Mary Norris got her first job at the New Yorker in 1978 and has been their page OKer since 1993. In this unique role, which seems to be the equivalent of copy-editorial superhead, she works with the magazine’s editor, the author, a fact checker and a second proofreader – staffing levels UK magazines could only fantasise about – to ensure that each piece is perfect when it goes to press. You can be pretty confident, then, that she’s learned a thing or two about grammar and punctuation, not to mention dealing with authors, over the years. Now she’s written a book, part memoir but mainly a charming, chatty, discursive style guide, to share that knowledge.
To say ‘memoir’ is perhaps misleading. The New Yorker itself is at the heart of this book, which means everything is viewed through that lens. The early personal information is simply background to how Norris found herself working there, and everything else we glean comes from her ruminations on the different aspects of language that inform New Yorker house style. What shines through is that Norris is someone who loves her work, is proud to be part of a long and venerable line of upholders of editorial standards, and is wise and humorous enough to admit that upholding those standards can sometimes be a pretty lunatic experience.
The aim of the copy editor at all times is to work with the author to make things as clear as possible for the reader. Despite rumours to the contrary, copy editors are not bullies who mindlessly impose rules just for the sake of it (‘anti-ultracrepidation’ is the word Norris drops in at this point). But there are commonly accepted rules and, as in any field, you need to know the rules first before you decide to break them. With this in mind, we get chapters on spelling, punctuation and a variety of potential grammatical pitfalls – hence the book’s title, though readers of Literary Review would surely sail through the ‘between you and me’ or ‘between you and I’ test. (If in doubt, try saying ‘between I and you’ and you’ll get it.)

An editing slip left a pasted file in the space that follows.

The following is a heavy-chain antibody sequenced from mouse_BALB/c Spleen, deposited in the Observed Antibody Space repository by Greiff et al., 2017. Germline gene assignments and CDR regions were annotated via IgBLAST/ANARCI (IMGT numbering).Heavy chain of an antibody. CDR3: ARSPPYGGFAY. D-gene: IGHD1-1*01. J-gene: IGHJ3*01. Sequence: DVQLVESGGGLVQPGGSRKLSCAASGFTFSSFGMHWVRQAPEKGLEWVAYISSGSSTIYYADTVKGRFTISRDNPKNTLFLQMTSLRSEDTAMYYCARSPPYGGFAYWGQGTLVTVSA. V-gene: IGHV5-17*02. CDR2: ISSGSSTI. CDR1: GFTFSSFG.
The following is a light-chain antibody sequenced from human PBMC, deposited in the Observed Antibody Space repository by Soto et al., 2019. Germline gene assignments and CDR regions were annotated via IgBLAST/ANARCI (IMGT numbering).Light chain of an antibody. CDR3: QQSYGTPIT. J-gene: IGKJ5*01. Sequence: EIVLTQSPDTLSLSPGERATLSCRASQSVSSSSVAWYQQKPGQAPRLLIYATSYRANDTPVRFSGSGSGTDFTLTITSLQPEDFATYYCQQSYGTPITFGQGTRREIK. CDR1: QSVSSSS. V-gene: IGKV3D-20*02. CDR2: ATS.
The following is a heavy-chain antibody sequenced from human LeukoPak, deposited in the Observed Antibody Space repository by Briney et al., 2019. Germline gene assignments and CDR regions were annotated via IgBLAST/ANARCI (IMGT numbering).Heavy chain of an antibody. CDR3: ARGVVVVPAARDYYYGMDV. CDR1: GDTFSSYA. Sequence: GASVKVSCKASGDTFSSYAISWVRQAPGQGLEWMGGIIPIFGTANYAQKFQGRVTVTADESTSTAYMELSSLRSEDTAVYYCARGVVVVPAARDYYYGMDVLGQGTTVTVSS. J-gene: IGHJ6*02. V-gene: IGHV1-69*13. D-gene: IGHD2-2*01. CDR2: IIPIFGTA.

Of course, the more Norris delves into the past, the more obvious it is that rules were always works in progress. For example, Noah Webster of dictionary fame was keen to match spelling with pronunciation, and had some lasting successes, which explains how the ‘u’ disappeared from words like ‘colour’ and ‘flavour’ in America, but the ‘ake for ache, hainous for heinous, soop for soup, cloke for cloak, and spunge for sponge’ in his 1806 Compendious failed to hit the spot and did not feature in subsequent dictionaries. Or, to take punctuation, you only have to look at Victorian novels to find a selection of doubled-up punctuation marks that would not be countenanced today. The American writer Nicholson Baker has come up with the glorious name ‘dashtards’ for these: meet the commash (,—), the colash (:—) and the semicolash (;—). Even the humble comma, invented in the late 15th century by Aldo Manuzio, the same Venetian printer who created the first italic typeface, has been the cause of considerable anxiety from the start, with doubts about when to insert it and where.
Assuming that you are the sort of person who likes to read about the editorial process, this is all good clean fun (explanations about copulative verbs and restrictive and nonrestrictive commas notwithstanding), and the book is chock-full of interesting material, but to my mind there is one glaring problem here for British readers. Between You & Me is written for an American audience and doesn’t travel terribly well. By concentrating on Mary Norris’s life and times at the New Yorker, the book cannot help but take for granted a high level of familiarity with the American literary world. It also champions forms of spelling and styles of punctuation and grammar that are not used in Britain. I am unfamiliar with the names of all those legendary editors and past comma queens who presided over the magazine’s content and I find the New Yorker’s house style totally alien and illogical. Why? Because I’m a copy editor too and I follow Hart’s Rules and a rather old edition of The Oxford Dictionary for Writers and Editors.